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Future Directions of SA Health within the Casemix Context

Future Directions of SA Health within the Casemix Context

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Future Directions of SA Health within the Casemix Context

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  1. Future Directions of SA Health within the Casemix Context Dr Tony Sherbon Chief Executive, SA Health 2008 Casemix Conference Adelaide, South Australia

  2. Presentation format • Context • Why do we need reform • Brief overview on the national health reform agenda • Detailed overview of the reforms planned and underway in SA • How casemix can support these reforms

  3. Context • Demographics • SA’s population is around 1.6M, with approx 28,000 Indigenous people • SA has the oldest population in Australia (15.2% are over 65 in SA compared to 13.2% nationally) • SA has the lowest birth rate in Australia (11.6 per 1,000 population compared to 12.8 nationally) • 74% of all people in SA live in metropolitan Adelaide • 16% of the state’s land mass is classified as remote and 74% as very remote Data sources: ABS Australian Historical Population Statistics, ABS ERP, ABS Census Geography Data

  4. Context • Health Status • 83% of SA people surveyed rate their own health as good, very good or excellent • SA life expectancy is 78.6 years for males & 83.6 females (both within 0.1 of national average) • SA has the lowest infant mortality rate in Australia at 4.0 deaths/1,000 live births (4.8 nationally) Data sources: South Australian Monitoring & Surveillance System, ABS Australian Historical Population Statistics, ABS Deaths

  5. Context • Risk factors profile in SA • 21% of people 15+ are current smokers • 57% of people are classified as overweight or obese • 28% of people 16+ are at risk of harm from alcohol • 47% of people are not doing enough physical activity • 90% of people 19+ are not eating 5 serves of vegetables per day Data source: South Australian Monitoring & Surveillance System

  6. Context • Prevalence rates for chronic diseases in SA • 7.2% of people have Diabetes • 12.9% of people have Asthma • 7.8% of people have Cardiovascular disease • 4.1% of people have Osteoporosis • 20.4% of people have Arthritis • 11.9% of people have Mental Health condition Data source: South Australian Monitoring & Surveillance System for people 16 years and over

  7. Why we need reform • Patient Activity Levels • Total public hospital separations in 2007-08 were 368,328; 11.4% growth since 2003-04 • Total public hospital ED presentations in 2007-08 were 362,901; 17.2% growth since 2003-04 • 3.1 public hospital beds per 1,000 population (highest in the nation) • In 2006-07 had: • RSI of 1.06 • DOSA of 80% • Only 64% of ED patients seen on time • 1,441 people on elective surgery waiting lists, with 850 of them waiting more than 12 months Data sources: ISAAC, EDDC, BLIS, Australian Hospital Statistics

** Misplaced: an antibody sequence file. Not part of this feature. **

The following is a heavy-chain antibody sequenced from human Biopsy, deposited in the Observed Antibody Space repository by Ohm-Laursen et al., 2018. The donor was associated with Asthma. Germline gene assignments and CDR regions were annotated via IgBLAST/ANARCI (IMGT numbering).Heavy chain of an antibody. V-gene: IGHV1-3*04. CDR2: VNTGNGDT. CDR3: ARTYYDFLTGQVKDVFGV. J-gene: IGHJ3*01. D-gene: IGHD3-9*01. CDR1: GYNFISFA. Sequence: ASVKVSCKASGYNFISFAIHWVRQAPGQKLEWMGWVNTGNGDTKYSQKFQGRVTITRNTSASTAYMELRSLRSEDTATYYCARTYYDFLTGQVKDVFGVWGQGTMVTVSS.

8. Why we need reform • Changing demographics • Ageing population • Prevalence of chronic disease • Increasing demand • Community expectations • Technological improvements • Workforce shortages • Ageing of the workforce • Decreasing numbers entering the workforce • Increasing cost

  9. Why we need reform - Population: Changing profile Data source: Planning SA High Series (July 2007)

  10. Why we need reform –Projected admissions Data source: AIMS (Hardes) Model

  11. Why we needed reform – Projected labour demand and supply Demand Supply Data source: John Spoehr (2004) Sleepers Awake: demographic change, ageing and the workforce.

  12. Why we needed reform – Chronic disease hospital admissions Data source: ISAAC, AIMS Model

  13. National Reform Initiatives • Elective Surgery Reduction Plan • $5bn public hospital infrastructure funding • COAG considering reforms & funding • Complex chronic disease management • Hospital and health workforce reform (including activity based funding) • Prevention • Cancer • Indigenous health • e-Health

  14. National Reform Initiatives – Accountability Focus • COAG OOMS performance indicators and outcome measures • Funding tied to performance against indicators • Greater accountability and transparency through public reporting • More opportunities for comparability between jurisdictions • All leading to much more emphasis on data, measurement and casemix

  15. South Australia’s Health Reform South Australia’s Strategic Plan 98 targets for the next decade Targets for improving wellbeing across preventative health and life expectancy South Australia’s Health Care Act Legislative changes to governance arrangements New external accountability body - HPC South Australia’s Health Care Plan Significant capital investment Better coordination of hospital services Strengthening out of hospital sector